Or even worse, in the case of the military and others, you make special exceptions for that class?
So your choice is either to lower the bar for everyone and leave everyone worse off in the end, create a special exception for a certain class of individual, thereby creating the perception (rightfully so) that people in that class are less valuable to prospective employers*, or, you allow your protected class to live up to the same standards as everyone else, and succeed or fail on their own merits.
Yet somehow, option #3 seems to be the wrong choice; the classist, racist, sexist choice, when it is most obviously the correct and most logical choice.
*What I mean by that is this – say you have a race of people, let’s call them Vulcans, who don’t have the same success rate as another race, the Sporks. In order to fix this, you lower the success standards for Vulcans, so that they have equality in result (as opposed to equality in opportunity), and you feel as though the problem is solved. Knowing this, what employer would hire a Vulcan over a Spork, knowing that the Vulcan was held to lower standards and likely cannot perform to the same standards as a Spork? What employer would pay a Spork and a Vulcan the same money for the same job, knowing the the Spork is probably more qualified and can perform to a higher standard?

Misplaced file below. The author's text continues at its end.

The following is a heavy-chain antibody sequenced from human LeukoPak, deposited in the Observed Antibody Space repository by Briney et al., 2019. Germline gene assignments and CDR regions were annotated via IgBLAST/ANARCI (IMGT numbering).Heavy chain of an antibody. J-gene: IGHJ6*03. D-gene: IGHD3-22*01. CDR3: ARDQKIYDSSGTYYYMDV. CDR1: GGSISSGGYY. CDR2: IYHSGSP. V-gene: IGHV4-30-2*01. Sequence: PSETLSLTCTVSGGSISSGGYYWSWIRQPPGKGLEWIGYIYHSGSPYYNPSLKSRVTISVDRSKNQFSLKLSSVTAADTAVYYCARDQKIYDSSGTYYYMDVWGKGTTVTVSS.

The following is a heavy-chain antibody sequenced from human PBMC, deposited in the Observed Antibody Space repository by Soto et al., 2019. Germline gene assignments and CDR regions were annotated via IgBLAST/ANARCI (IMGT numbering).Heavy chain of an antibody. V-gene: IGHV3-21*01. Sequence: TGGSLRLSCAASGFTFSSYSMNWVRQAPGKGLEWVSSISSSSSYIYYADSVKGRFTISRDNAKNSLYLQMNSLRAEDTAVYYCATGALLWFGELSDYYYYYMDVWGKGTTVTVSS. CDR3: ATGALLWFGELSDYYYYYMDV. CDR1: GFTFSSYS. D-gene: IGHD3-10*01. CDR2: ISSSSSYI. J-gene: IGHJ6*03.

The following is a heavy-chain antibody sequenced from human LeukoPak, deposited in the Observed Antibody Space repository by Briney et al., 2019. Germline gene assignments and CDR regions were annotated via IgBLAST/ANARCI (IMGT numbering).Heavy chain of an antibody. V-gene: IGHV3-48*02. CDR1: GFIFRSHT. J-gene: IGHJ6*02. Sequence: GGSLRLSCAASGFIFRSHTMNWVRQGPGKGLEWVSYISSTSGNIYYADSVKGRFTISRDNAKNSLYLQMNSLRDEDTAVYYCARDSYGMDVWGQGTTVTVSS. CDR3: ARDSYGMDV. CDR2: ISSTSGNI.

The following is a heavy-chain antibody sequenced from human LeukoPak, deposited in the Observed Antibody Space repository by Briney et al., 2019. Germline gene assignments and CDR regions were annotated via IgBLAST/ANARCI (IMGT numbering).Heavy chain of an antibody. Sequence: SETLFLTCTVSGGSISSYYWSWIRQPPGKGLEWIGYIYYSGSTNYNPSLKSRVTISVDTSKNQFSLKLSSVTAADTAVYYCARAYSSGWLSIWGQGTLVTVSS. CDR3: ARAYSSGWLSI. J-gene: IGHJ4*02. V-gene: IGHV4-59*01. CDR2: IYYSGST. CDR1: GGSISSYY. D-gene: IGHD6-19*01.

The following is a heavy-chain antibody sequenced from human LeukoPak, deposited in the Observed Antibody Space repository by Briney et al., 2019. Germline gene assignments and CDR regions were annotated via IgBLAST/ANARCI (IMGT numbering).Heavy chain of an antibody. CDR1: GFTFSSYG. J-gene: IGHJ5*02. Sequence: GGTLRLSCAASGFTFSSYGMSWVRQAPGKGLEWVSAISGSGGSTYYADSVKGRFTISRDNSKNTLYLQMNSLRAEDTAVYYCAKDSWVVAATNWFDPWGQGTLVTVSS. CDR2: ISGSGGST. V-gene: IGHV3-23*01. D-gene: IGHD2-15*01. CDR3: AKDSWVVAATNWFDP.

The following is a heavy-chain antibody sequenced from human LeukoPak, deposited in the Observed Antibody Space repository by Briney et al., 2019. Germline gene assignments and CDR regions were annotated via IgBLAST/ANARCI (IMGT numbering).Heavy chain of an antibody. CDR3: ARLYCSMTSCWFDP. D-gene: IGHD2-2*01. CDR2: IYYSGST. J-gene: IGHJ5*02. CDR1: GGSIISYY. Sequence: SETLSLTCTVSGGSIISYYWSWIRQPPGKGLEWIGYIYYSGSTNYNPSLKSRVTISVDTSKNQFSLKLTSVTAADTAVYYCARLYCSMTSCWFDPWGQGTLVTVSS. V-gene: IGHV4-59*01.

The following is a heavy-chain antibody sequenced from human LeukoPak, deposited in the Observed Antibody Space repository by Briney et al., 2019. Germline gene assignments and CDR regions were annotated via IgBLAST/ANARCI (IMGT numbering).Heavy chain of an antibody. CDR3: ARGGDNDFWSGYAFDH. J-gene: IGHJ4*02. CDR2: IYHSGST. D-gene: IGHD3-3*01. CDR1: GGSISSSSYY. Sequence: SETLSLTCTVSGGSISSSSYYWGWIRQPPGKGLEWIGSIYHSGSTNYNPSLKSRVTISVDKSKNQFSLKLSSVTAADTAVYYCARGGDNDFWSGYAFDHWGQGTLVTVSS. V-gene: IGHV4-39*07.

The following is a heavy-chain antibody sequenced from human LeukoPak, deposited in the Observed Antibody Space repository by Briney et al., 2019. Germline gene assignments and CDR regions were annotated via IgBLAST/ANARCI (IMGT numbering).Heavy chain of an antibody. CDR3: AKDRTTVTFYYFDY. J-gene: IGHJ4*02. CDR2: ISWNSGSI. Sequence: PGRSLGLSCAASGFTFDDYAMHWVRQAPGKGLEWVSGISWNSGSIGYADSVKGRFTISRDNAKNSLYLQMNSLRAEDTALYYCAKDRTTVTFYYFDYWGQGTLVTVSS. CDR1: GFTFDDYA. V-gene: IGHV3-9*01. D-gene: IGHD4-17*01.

What about the rare case where you actually have a Vulcan that exceeds the Spork against whom he is competing for work? Having nothing else to go on, why would that employer risk hiring the perceived lower-performing Vulcan over the Spork?
Do you still think that changing the standards for Vulcans is actually helping them? Or is it just serving to make the university feel better about themselves?